Study after study in top scientific journals find that nuclear power plants are far and away the safest way to make reliable electricity. Why then are we so afraid of them?
Many believe it’s because of the historic association of nuclear plants with nuclear weapons. But during the first two decades of nuclear power, people were more excited than afraid of it.
In his magisterial new book, Energy: A Human History, the Pulitzer-winning historian, Richard Rhodes, quotes the inventor of the first peaceful nuclear power plant, U.S. Navy Admiral Hyman Rickover, trying to tamp down excess enthusiasm by the public and policymakers.
“I think we have babied a lot of people in this country too long with the glamour of atomic energy,” Rickover told a congressman in 1957.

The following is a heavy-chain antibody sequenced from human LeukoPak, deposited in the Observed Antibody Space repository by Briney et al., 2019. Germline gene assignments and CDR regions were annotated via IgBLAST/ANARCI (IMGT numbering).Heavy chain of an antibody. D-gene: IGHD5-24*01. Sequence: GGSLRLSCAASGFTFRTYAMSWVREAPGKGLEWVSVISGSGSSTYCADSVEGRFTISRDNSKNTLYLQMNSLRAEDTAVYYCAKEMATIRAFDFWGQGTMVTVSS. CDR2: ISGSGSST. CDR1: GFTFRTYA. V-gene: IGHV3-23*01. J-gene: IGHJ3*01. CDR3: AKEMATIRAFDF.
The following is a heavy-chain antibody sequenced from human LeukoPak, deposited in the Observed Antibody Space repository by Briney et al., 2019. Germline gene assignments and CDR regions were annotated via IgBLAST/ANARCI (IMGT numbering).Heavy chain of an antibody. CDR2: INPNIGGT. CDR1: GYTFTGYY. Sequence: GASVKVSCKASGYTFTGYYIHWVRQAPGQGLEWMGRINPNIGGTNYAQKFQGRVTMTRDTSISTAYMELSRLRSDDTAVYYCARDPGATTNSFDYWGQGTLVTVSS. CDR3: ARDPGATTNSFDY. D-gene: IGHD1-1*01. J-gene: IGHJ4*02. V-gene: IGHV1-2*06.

How did we go from the glamour of nuclear power in the 1950s to the fears that surround the technology today?
The most common answer to this question is that the nuclear accidents at Three Mile Island, Chernobyl and Fukushima frightened people.
And yet the accidents proved the relative safety, not relative danger, of nuclear energy. Nobody died from radiation at Three Mile Island or Fukushima, and fewer than 50 died died from Chernobyl in the 30 years since the accident.
Date: Jun 14, 2018